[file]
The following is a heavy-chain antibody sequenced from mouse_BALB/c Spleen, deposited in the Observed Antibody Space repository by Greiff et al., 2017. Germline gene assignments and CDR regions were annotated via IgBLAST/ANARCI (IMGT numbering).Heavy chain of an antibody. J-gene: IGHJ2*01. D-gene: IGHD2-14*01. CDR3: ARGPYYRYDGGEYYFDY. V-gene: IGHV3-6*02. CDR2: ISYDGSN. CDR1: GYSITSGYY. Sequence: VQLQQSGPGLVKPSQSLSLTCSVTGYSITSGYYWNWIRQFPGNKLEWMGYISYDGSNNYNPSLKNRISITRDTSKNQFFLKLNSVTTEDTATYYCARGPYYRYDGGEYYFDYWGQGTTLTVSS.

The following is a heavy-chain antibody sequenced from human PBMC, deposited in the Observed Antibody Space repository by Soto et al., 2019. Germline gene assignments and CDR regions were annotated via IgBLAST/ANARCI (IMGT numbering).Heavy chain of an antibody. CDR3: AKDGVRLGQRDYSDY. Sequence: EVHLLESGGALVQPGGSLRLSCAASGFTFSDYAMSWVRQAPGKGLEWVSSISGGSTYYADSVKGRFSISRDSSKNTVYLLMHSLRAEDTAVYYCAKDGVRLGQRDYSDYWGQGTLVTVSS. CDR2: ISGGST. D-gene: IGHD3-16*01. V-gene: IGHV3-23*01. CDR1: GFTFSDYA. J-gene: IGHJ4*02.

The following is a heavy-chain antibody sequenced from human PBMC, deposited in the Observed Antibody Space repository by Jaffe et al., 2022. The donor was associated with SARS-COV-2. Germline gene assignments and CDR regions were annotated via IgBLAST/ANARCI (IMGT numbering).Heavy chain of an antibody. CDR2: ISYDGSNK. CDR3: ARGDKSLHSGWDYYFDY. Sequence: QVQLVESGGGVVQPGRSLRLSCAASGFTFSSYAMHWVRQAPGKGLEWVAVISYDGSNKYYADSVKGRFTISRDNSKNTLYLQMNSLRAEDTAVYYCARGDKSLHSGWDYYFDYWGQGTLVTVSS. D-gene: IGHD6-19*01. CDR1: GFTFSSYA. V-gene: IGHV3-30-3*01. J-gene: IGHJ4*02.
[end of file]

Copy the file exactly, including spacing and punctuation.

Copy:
The following is a heavy-chain antibody sequenced from mouse_BALB/c Spleen, deposited in the Observed Antibody Space repository by Greiff et al., 2017. Germline gene assignments and CDR regions were annotated via IgBLAST/ANARCI (IMGT numbering).Heavy chain of an antibody. J-gene: IGHJ2*01. D-gene: IGHD2-14*01. CDR3: ARGPYYRYDGGEYYFDY. V-gene: IGHV3-6*02. CDR2: ISYDGSN. CDR1: GYSITSGYY. Sequence: VQLQQSGPGLVKPSQSLSLTCSVTGYSITSGYYWNWIRQFPGNKLEWMGYISYDGSNNYNPSLKNRISITRDTSKNQFFLKLNSVTTEDTATYYCARGPYYRYDGGEYYFDYWGQGTTLTVSS.

The following is a heavy-chain antibody sequenced from human PBMC, deposited in the Observed Antibody Space repository by Soto et al., 2019. Germline gene assignments and CDR regions were annotated via IgBLAST/ANARCI (IMGT numbering).Heavy chain of an antibody. CDR3: AKDGVRLGQRDYSDY. Sequence: EVHLLESGGALVQPGGSLRLSCAASGFTFSDYAMSWVRQAPGKGLEWVSSISGGSTYYADSVKGRFSISRDSSKNTVYLLMHSLRAEDTAVYYCAKDGVRLGQRDYSDYWGQGTLVTVSS. CDR2: ISGGST. D-gene: IGHD3-16*01. V-gene: IGHV3-23*01. CDR1: GFTFSDYA. J-gene: IGHJ4*02.

The following is a heavy-chain antibody sequenced from human PBMC, deposited in the Observed Antibody Space repository by Jaffe et al., 2022. The donor was associated with SARS-COV-2. Germline gene assignments and CDR regions were annotated via IgBLAST/ANARCI (IMGT numbering).Heavy chain of an antibody. CDR2: ISYDGSNK. CDR3: ARGDKSLHSGWDYYFDY. Sequence: QVQLVESGGGVVQPGRSLRLSCAASGFTFSSYAMHWVRQAPGKGLEWVAVISYDGSNKYYADSVKGRFTISRDNSKNTLYLQMNSLRAEDTAVYYCARGDKSLHSGWDYYFDYWGQGTLVTVSS. D-gene: IGHD6-19*01. CDR1: GFTFSSYA. V-gene: IGHV3-30-3*01. J-gene: IGHJ4*02.